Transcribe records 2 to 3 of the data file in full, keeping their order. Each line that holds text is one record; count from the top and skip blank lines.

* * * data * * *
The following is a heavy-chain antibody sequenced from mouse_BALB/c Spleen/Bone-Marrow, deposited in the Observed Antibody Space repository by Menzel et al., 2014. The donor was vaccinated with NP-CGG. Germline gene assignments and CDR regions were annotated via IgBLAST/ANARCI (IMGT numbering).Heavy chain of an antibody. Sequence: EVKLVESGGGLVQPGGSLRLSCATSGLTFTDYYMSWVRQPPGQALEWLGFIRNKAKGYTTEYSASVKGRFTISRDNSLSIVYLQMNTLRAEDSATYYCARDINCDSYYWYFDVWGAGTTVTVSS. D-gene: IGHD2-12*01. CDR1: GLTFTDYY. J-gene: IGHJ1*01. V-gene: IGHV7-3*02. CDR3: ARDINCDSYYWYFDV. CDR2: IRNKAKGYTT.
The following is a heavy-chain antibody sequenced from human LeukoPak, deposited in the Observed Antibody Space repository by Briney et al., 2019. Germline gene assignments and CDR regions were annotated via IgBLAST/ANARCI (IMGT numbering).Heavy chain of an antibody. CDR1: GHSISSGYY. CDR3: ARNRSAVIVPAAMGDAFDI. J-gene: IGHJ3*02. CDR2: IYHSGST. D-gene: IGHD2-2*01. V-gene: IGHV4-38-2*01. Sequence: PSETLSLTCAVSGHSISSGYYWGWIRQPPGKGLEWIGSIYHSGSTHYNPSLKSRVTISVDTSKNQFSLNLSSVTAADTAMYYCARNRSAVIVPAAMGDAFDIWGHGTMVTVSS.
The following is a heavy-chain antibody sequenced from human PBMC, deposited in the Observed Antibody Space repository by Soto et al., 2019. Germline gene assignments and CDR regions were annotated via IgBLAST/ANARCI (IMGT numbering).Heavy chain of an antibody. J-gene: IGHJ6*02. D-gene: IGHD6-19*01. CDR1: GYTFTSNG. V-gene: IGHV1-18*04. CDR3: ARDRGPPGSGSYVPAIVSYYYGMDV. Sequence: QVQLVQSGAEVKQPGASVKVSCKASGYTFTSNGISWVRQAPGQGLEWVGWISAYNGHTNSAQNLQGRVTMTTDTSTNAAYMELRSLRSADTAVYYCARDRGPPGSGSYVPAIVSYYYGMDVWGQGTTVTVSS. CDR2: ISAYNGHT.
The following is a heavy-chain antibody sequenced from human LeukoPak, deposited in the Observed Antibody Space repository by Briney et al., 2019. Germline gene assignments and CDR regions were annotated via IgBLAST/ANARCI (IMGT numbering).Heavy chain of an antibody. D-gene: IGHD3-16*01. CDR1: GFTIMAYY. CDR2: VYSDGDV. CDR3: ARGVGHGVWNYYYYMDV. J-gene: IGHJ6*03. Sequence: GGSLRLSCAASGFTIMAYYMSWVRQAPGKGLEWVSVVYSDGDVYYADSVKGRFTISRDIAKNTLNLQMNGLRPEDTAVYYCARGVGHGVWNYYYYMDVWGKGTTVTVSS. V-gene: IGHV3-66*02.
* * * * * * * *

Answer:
The following is a heavy-chain antibody sequenced from human LeukoPak, deposited in the Observed Antibody Space repository by Briney et al., 2019. Germline gene assignments and CDR regions were annotated via IgBLAST/ANARCI (IMGT numbering).Heavy chain of an antibody. CDR1: GHSISSGYY. CDR3: ARNRSAVIVPAAMGDAFDI. J-gene: IGHJ3*02. CDR2: IYHSGST. D-gene: IGHD2-2*01. V-gene: IGHV4-38-2*01. Sequence: PSETLSLTCAVSGHSISSGYYWGWIRQPPGKGLEWIGSIYHSGSTHYNPSLKSRVTISVDTSKNQFSLNLSSVTAADTAMYYCARNRSAVIVPAAMGDAFDIWGHGTMVTVSS.
The following is a heavy-chain antibody sequenced from human PBMC, deposited in the Observed Antibody Space repository by Soto et al., 2019. Germline gene assignments and CDR regions were annotated via IgBLAST/ANARCI (IMGT numbering).Heavy chain of an antibody. J-gene: IGHJ6*02. D-gene: IGHD6-19*01. CDR1: GYTFTSNG. V-gene: IGHV1-18*04. CDR3: ARDRGPPGSGSYVPAIVSYYYGMDV. Sequence: QVQLVQSGAEVKQPGASVKVSCKASGYTFTSNGISWVRQAPGQGLEWVGWISAYNGHTNSAQNLQGRVTMTTDTSTNAAYMELRSLRSADTAVYYCARDRGPPGSGSYVPAIVSYYYGMDVWGQGTTVTVSS. CDR2: ISAYNGHT.